In 2018, the City audited Garbage and Blue Bins in a number of Toronto parks and found that approximately 84 per cent of waste in bins next to dogs off-leash areas was organic waste (dog poop). To help reduce the amount of dog poop and organics ending up in the garbage or recycling, the City of Toronto has installed Green Bins in all dogs off-leash areas and at select waste stations in parks.
Dog owners and walkers are asked to put dog poop in Green Bins in a plastic bag or paper bag. Bags do not have to be compostable or biodegradable. In parks that do not have a Green Bin, residents should dispose of dog poop and other organic waste in garbage bins or take it home and place it in the Green Bin (organics). Organic waste should not be put in recycling (Blue Bins). Putting non-recyclable items such as dog poop and food waste in public Blue Bins can ruin perfectly good recycling sending it to landfill. In addition to dog poop, the park Green Bins can be used to dispose of other organic waste such as food scraps and diapers.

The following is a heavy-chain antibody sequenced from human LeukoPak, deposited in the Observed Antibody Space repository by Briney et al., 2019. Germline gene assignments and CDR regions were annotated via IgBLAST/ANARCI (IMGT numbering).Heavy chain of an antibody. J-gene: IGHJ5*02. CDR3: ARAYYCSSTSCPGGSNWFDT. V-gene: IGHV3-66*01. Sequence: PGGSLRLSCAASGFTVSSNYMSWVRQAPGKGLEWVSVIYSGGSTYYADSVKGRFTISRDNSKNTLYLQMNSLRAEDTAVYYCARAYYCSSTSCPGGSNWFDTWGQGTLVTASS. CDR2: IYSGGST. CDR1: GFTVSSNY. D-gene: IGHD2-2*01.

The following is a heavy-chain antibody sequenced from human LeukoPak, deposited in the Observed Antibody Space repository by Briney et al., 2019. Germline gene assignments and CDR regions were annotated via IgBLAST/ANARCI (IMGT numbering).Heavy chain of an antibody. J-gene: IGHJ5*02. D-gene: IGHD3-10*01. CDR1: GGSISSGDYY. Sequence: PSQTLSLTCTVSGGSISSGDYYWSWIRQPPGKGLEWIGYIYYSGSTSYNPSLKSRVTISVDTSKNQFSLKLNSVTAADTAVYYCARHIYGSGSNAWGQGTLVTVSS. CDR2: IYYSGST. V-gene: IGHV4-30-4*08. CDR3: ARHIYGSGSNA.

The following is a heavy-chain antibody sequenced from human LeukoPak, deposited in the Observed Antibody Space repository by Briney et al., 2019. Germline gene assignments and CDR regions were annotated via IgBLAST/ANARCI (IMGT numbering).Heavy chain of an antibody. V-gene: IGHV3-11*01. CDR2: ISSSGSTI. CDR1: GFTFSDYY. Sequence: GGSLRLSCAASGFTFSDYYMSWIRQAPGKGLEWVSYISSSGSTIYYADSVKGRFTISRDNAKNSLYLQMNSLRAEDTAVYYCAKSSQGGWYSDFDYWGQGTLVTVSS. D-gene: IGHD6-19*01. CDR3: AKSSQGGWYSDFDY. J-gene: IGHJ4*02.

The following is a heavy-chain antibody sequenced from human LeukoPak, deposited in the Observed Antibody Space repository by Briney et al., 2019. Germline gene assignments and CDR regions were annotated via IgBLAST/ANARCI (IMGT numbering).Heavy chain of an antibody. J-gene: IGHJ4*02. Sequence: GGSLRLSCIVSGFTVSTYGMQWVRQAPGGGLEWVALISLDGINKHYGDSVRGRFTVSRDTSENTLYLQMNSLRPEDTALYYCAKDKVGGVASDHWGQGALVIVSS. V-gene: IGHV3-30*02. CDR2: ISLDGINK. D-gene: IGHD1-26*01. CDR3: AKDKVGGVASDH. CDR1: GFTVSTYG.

The City’s Green Bin program helps keep waste out of landfill by collecting and processing organics into material that can be used to create nutrient-rich compost used to feed and nourish soil. To process Green Bin organic waste, the City uses anaerobic digestion, which generates a by-product called biogas. The City, working with Enbridge Gas Inc., has installed infrastructure at the Dufferin Solid Waste Management Facility that allows it to create renewable natural gas (RNG) from Green Bin organics. The new equipment enables the City to take the raw biogas produced from processing Green Bin organics, turn it into RNG and inject it into the natural gas grid for City use.